At this conference, Clara Zetkin, leader of the “Women’s Office” for the Social Democratic Party in Germany, proposed the idea of an international women’s day. Clara suggested a celebration for women on the same day every year in every country to press for their rights and demands.
The conference unanimously approved her idea, thus inaugurating the first official International Women’s Day.
Following this result, IWD was recognized for the first time in 1911 in Denmark, Austria, Germany, and Switzerland on March 19. On this day, more than one million men and women attended IWD rallies campaigning for women’s rights to work, vote, be trained, hold public office, and end discrimination.
A few years later, just before the start of the First World War, discussions were held, and it was agreed upon that International Women’s Day would be held annually on March 8, the same day we celebrate it more than a century later. Around this time, Canada was also making strides in the fight for women’s rights and freedoms.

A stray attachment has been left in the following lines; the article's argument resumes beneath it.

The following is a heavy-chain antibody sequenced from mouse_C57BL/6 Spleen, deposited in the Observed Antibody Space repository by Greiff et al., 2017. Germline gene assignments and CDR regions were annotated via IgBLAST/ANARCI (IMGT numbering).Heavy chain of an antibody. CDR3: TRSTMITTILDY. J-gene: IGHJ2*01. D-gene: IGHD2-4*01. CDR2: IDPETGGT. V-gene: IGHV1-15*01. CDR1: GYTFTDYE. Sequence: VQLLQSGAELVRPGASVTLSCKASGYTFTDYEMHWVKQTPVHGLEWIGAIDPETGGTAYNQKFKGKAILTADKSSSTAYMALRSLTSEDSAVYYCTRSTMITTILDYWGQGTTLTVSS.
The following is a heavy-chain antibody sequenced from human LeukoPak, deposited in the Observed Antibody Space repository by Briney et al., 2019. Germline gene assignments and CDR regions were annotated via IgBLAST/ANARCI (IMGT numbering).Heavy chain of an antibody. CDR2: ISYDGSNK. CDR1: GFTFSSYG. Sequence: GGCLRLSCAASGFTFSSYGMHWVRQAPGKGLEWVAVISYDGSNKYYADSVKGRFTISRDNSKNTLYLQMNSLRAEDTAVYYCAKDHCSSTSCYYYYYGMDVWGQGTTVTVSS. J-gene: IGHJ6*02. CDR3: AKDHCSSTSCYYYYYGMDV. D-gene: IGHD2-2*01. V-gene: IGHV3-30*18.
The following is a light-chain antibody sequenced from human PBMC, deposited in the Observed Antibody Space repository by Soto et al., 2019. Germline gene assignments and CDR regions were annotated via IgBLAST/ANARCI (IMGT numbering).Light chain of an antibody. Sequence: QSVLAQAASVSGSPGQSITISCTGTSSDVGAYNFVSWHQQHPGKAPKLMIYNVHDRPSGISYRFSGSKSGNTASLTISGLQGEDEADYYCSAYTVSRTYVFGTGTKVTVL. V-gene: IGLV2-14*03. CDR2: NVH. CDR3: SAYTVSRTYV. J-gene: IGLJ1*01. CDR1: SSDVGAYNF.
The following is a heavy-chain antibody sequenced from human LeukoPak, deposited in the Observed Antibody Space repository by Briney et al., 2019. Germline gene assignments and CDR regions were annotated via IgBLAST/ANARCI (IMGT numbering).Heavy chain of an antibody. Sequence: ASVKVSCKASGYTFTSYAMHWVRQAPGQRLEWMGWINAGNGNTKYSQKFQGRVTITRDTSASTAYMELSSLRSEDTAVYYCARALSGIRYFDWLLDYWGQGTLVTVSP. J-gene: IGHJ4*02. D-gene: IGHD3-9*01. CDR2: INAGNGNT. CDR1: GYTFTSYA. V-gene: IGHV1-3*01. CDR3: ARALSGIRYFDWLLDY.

In 1929, women were declared “persons” in Canada and could be appointed to the Senate of Canada. This was a tremendous victory for Canadian women across the country.
A few decades later, Canadian women were granted the right to vote in 1960, and in 1967, the Royal Commission on the Status of Women was established. The Commission’s mandate was to “inquire into and report upon the status of women in Canada, and to recommend what steps might be taken by the federal government to ensure for women equal opportunities with men in all aspects of Canadian society.”
In 1981, the Canadian Charter of Rights and Freedoms finally enshrined women’s rights. IWD was celebrated for the first time by the United Nations in 1975. Shortly after this, in 1977, the General Assembly adopted a resolution proclaiming a United Nations Day for Women’s Rights and International Peace to be observed by Member States on any day of the year, per their historical and national traditions.